If an identification question has an accepted answer, it would make sense to tag it with the author's name. Or should we not tag it and leave it as a sort of trivia question for others?
No, I don't think so. Not all story identification questions are resolved unambiguously, and sometimes the asker misremembered details. If you know the name of the author already, the question is often not interesting.
The tags on a question are tags that searchers might use. By definition, someone searching for an identification question does not know the name of the author. To retag the question would be counter-productive.
I would encourage using tags that reflect what themes the asker remembers, e.g. What is the title of a story about a elevator through time and the smallest possible change → time-travel obviously, and parallel-universe (I'm not sure about that one — I put it in because it involves changing the timeline, but I can see the case against).
I'm going to say that yes, providing that the answer is clearly proved to be the correct one (by an answer being accepted, for example). If there is any doubt, the the author's name should be excluded, until all doubt is removed.
It's a nice idea, but where there isn't a tag in place for the author remember that (it seems to me that) quite a few of the story-identification questions are raised by first-time or relatively new visitors who may not have or indeed ever gain the rep required to create a new tag.
Current standard practice or not, yes, I'd like to see this happen. My argument for is that if I subscribe to an author's tag, it's because I am interested in seeing discussion about the author and their works. I'd like to know what others are saying about them, what is sticking out to other readers (what one person remembers might be different from what I remembered; what struck them powerfully might be different from my own interaction with the work). I'm following an author tag because I am a fan, and even though an answer might be accepted, if I am a knowledgeable fan of that author, I might be able to contribute to the question/answer through comments or provide an even better answer :)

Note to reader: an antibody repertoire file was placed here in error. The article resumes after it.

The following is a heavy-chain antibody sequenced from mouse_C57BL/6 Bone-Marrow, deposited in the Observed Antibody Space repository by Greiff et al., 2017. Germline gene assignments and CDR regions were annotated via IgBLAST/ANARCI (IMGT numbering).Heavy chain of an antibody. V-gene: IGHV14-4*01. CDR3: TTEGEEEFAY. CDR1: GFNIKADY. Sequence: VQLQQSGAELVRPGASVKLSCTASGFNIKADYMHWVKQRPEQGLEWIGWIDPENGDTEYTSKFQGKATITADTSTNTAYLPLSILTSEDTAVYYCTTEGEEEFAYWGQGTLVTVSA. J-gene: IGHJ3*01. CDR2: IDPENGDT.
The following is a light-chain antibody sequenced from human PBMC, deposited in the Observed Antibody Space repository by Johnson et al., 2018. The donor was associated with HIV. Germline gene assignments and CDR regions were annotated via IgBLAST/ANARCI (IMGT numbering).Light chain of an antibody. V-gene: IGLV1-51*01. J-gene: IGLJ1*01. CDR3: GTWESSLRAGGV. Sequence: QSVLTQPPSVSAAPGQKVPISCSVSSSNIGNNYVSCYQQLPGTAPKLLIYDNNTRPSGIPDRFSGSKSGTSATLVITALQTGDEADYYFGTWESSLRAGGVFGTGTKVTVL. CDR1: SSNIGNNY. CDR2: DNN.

I think it would be a waste of time to add these tags. Single use tags without a tag wiki get deleted automatically by the system eventually (see Do not expire single-use tags that have a tag wiki), so we would just end up writing a whole lot of unnecessary tag wikis or else have things deleted. Plus, after all this time of not doing it this way, it would be too much work to change.
Instead of relying on tags, use an advanced search:
[story-identification] isaccepted:yes is:a + title of the work.
You can tweak this search to remove the requirement that the answer be accepted or search for just an author instead of a title. It's very flexible.
Feel free to add more information to answers (accepted or not) to make it easier to find them. (This is especially important when the title of the work is generic.) For example, it might be good to add the full name of the author, the year of release, or a description to the answer.
One reason tags exist is not for people searching for answers, but people searching for questions. People who follow an author's tag are going to have interest in story-identification about their works.
Note that this is beneficial even if the tag were placed incorrectly, in fact particularly so, because an expert on that author's works is more likely to recognize the mistake than others would. And of course they may also help to confirm or add weight via comments or additional answers when they believe it is correct.
I'll say Yes, because it would help in ordering the information after the question has been answered, as Dima pointed out.
Also, it might be an interesting metric later for figuring out what author has the least memorable titles.
I previously tried to do this with my answer here (it was not a short story, but a book), but my edits were rejected by @Bellatrix. I, however, do believe that we should tag the question with the author and whatnot because if anyone else wants to peruse the site, we want them to get the answers they were looking for.